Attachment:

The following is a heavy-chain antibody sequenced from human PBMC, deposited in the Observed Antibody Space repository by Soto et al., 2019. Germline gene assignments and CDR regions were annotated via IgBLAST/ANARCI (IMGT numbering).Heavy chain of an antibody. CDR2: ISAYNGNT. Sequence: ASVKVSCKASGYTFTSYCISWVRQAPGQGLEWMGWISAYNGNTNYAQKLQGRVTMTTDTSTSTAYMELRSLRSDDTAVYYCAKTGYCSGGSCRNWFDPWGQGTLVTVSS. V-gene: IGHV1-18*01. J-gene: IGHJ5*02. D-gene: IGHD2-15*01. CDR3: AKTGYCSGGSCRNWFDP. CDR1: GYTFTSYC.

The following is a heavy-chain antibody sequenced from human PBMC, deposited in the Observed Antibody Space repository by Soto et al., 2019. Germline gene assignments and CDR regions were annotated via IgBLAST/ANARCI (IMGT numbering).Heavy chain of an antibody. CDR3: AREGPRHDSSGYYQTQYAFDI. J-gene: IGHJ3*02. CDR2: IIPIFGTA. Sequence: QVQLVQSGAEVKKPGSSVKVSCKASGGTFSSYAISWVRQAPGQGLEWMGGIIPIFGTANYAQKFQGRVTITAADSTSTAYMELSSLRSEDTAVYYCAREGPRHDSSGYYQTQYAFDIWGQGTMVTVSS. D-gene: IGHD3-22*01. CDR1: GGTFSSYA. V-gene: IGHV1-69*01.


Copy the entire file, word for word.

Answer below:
The following is a heavy-chain antibody sequenced from human PBMC, deposited in the Observed Antibody Space repository by Soto et al., 2019. Germline gene assignments and CDR regions were annotated via IgBLAST/ANARCI (IMGT numbering).Heavy chain of an antibody. CDR2: ISAYNGNT. Sequence: ASVKVSCKASGYTFTSYCISWVRQAPGQGLEWMGWISAYNGNTNYAQKLQGRVTMTTDTSTSTAYMELRSLRSDDTAVYYCAKTGYCSGGSCRNWFDPWGQGTLVTVSS. V-gene: IGHV1-18*01. J-gene: IGHJ5*02. D-gene: IGHD2-15*01. CDR3: AKTGYCSGGSCRNWFDP. CDR1: GYTFTSYC.

The following is a heavy-chain antibody sequenced from human PBMC, deposited in the Observed Antibody Space repository by Soto et al., 2019. Germline gene assignments and CDR regions were annotated via IgBLAST/ANARCI (IMGT numbering).Heavy chain of an antibody. CDR3: AREGPRHDSSGYYQTQYAFDI. J-gene: IGHJ3*02. CDR2: IIPIFGTA. Sequence: QVQLVQSGAEVKKPGSSVKVSCKASGGTFSSYAISWVRQAPGQGLEWMGGIIPIFGTANYAQKFQGRVTITAADSTSTAYMELSSLRSEDTAVYYCAREGPRHDSSGYYQTQYAFDIWGQGTMVTVSS. D-gene: IGHD3-22*01. CDR1: GGTFSSYA. V-gene: IGHV1-69*01.